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More arguments in favor of myocutaneous flaps for the treatment of pelvic pressure sores.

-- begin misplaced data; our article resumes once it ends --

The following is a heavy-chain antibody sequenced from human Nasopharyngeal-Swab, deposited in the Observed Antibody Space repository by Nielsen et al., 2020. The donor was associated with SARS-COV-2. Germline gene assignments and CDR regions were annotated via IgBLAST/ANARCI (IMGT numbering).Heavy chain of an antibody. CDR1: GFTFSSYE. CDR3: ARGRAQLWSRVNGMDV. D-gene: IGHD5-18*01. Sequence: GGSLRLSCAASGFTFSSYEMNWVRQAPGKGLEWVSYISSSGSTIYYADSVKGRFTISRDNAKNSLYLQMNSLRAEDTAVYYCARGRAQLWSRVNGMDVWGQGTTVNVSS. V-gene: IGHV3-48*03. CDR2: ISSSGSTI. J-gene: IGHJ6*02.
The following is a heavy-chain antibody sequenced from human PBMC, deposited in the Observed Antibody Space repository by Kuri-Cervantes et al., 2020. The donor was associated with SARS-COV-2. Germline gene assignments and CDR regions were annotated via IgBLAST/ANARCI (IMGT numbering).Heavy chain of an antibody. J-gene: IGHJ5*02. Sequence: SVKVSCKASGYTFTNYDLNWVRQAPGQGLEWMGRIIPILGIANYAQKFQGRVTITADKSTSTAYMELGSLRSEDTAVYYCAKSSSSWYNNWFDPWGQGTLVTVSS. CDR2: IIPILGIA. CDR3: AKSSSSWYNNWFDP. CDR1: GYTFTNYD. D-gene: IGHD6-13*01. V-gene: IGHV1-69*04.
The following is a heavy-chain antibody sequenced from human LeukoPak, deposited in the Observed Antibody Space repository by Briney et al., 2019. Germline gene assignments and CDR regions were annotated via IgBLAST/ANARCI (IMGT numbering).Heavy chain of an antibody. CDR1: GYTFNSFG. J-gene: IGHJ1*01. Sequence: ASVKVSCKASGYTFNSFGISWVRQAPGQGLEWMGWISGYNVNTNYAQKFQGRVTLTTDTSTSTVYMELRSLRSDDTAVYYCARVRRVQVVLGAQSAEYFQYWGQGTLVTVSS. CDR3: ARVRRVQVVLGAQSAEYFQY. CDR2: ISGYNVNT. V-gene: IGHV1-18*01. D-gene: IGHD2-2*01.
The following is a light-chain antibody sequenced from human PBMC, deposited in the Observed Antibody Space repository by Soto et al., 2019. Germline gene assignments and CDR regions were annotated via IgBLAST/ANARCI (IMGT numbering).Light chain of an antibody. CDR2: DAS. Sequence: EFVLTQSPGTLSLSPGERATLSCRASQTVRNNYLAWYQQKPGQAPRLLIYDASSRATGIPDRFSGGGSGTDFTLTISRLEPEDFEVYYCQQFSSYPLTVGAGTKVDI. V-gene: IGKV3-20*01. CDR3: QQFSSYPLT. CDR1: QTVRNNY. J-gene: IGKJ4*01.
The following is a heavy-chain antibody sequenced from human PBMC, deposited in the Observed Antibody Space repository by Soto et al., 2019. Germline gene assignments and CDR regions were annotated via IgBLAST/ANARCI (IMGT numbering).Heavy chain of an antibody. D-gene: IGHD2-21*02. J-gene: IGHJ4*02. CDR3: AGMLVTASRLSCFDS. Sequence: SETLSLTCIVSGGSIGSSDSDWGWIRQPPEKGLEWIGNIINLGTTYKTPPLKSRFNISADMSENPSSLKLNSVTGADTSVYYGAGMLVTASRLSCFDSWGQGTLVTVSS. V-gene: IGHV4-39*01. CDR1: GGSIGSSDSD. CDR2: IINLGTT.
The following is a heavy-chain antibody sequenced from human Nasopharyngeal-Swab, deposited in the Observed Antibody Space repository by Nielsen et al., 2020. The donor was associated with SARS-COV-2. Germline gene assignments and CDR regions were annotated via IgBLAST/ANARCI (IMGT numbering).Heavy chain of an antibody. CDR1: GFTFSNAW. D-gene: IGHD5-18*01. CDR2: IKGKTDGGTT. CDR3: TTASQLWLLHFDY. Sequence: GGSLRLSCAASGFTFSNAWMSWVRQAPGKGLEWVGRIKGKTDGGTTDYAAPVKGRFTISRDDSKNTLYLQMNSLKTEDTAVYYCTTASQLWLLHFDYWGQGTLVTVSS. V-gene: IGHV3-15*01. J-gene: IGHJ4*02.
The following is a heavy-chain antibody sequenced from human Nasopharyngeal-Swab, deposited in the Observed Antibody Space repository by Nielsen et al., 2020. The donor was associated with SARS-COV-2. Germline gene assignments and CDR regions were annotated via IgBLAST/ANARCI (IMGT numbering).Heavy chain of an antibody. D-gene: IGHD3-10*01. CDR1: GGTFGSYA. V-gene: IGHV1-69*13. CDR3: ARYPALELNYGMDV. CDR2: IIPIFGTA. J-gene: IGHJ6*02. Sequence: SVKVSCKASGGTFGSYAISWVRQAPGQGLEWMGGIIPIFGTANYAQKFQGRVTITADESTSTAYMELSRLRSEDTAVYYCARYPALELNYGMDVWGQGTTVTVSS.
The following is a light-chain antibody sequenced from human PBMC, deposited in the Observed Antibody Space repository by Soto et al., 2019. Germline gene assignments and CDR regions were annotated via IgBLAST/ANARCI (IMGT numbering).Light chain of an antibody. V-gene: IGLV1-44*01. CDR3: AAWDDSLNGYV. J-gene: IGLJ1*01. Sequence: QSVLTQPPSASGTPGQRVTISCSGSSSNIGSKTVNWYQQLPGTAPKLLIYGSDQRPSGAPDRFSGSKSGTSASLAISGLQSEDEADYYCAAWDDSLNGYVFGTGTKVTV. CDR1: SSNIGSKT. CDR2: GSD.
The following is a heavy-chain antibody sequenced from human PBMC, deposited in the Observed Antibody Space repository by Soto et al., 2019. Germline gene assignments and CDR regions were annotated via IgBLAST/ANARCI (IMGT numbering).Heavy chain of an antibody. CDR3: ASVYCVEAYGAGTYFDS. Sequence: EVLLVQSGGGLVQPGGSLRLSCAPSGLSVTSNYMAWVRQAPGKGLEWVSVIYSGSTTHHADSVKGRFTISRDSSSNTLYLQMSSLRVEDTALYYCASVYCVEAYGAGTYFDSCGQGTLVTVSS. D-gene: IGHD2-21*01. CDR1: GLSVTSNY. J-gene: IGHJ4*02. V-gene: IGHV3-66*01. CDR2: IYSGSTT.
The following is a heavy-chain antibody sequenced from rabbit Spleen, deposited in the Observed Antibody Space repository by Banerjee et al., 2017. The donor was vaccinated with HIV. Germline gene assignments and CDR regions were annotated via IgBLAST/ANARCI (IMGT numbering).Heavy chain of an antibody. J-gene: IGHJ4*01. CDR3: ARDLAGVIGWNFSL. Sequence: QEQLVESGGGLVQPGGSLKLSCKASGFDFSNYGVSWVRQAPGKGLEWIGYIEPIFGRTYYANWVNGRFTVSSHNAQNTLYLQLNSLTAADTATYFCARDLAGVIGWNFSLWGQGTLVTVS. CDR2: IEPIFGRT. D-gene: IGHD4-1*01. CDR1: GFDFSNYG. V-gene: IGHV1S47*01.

The use of myocutaneous flaps for the treatment of pelvic pressure sores is well accepted, yet there are still unanswered questions about why myocutaneous flaps are clinically superior to skin flaps. An experiment involving 16 pigs revealed new data on the diffusion of infection through myocutaneous and cutaneous flaps, showing that the muscles can act as a barrier against such infection. In 51 patients seen consecutively in 1988, osseous specimens of the infected bottom of the decubital ulcers were taken. There was florid osteomyelitis in 65.9% of all specimens, further emphasizing the importance of muscle flaps in the treatment of pelvic pressure sores when infection is still present. The fate of 16 transposed gluteus maximus muscles was monitored by electromyography postoperatively; 15 still showed voluntomotoricity up to 7 months after transposition.

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